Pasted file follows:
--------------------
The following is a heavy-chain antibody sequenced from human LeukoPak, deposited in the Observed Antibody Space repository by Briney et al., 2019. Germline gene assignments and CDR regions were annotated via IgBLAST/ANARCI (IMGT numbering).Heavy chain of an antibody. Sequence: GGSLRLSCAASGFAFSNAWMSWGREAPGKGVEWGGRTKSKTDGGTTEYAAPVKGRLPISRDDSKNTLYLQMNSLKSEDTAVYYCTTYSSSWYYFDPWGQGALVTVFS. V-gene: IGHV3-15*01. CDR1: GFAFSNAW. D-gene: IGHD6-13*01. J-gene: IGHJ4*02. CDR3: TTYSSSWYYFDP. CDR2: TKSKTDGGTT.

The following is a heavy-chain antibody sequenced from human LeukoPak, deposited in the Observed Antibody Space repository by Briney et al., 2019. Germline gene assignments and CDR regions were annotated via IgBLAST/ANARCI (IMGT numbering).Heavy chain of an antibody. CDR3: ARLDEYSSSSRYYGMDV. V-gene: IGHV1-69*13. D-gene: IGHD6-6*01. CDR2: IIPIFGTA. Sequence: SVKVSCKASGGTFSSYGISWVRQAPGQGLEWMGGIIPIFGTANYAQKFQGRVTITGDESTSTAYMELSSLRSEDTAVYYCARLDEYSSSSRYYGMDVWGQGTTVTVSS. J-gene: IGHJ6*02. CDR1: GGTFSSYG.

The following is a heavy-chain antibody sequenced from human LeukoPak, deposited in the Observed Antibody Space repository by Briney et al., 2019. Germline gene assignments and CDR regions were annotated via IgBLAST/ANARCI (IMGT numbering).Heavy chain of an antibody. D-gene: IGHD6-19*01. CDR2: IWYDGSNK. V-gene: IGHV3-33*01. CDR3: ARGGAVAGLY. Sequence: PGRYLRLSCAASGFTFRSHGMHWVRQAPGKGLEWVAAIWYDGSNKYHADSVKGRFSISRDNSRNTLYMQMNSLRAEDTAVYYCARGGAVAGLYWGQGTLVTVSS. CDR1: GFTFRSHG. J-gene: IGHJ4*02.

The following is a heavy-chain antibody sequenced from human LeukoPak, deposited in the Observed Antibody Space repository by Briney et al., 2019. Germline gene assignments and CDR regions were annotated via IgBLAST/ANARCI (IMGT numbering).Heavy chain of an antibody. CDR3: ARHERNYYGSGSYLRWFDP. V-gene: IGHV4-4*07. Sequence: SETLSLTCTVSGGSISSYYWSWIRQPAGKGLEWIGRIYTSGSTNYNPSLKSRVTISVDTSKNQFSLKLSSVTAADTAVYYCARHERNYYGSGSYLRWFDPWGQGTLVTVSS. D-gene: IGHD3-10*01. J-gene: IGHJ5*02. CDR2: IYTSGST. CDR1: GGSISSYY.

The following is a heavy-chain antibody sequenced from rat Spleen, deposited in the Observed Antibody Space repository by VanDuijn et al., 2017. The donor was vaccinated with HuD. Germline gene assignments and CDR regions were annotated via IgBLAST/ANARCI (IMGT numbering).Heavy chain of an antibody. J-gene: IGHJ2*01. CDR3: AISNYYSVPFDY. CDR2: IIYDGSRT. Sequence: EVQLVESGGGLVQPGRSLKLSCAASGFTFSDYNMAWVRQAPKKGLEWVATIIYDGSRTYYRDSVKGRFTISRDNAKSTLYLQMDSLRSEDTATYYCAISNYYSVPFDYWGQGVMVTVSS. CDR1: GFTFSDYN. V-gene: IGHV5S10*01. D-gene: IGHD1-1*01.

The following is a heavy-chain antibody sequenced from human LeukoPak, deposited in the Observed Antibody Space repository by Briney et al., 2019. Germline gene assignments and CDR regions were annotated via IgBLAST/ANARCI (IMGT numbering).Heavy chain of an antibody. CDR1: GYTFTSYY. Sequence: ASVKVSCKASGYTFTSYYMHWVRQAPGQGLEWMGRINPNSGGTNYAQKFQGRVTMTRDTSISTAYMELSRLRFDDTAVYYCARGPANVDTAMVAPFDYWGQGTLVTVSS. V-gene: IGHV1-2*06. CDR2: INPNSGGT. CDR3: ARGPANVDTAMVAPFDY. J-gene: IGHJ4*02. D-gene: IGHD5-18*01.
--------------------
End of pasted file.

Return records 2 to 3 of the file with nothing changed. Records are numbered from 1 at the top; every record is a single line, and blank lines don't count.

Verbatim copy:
The following is a heavy-chain antibody sequenced from human LeukoPak, deposited in the Observed Antibody Space repository by Briney et al., 2019. Germline gene assignments and CDR regions were annotated via IgBLAST/ANARCI (IMGT numbering).Heavy chain of an antibody. CDR3: ARLDEYSSSSRYYGMDV. V-gene: IGHV1-69*13. D-gene: IGHD6-6*01. CDR2: IIPIFGTA. Sequence: SVKVSCKASGGTFSSYGISWVRQAPGQGLEWMGGIIPIFGTANYAQKFQGRVTITGDESTSTAYMELSSLRSEDTAVYYCARLDEYSSSSRYYGMDVWGQGTTVTVSS. J-gene: IGHJ6*02. CDR1: GGTFSSYG.

The following is a heavy-chain antibody sequenced from human LeukoPak, deposited in the Observed Antibody Space repository by Briney et al., 2019. Germline gene assignments and CDR regions were annotated via IgBLAST/ANARCI (IMGT numbering).Heavy chain of an antibody. D-gene: IGHD6-19*01. CDR2: IWYDGSNK. V-gene: IGHV3-33*01. CDR3: ARGGAVAGLY. Sequence: PGRYLRLSCAASGFTFRSHGMHWVRQAPGKGLEWVAAIWYDGSNKYHADSVKGRFSISRDNSRNTLYMQMNSLRAEDTAVYYCARGGAVAGLYWGQGTLVTVSS. CDR1: GFTFRSHG. J-gene: IGHJ4*02.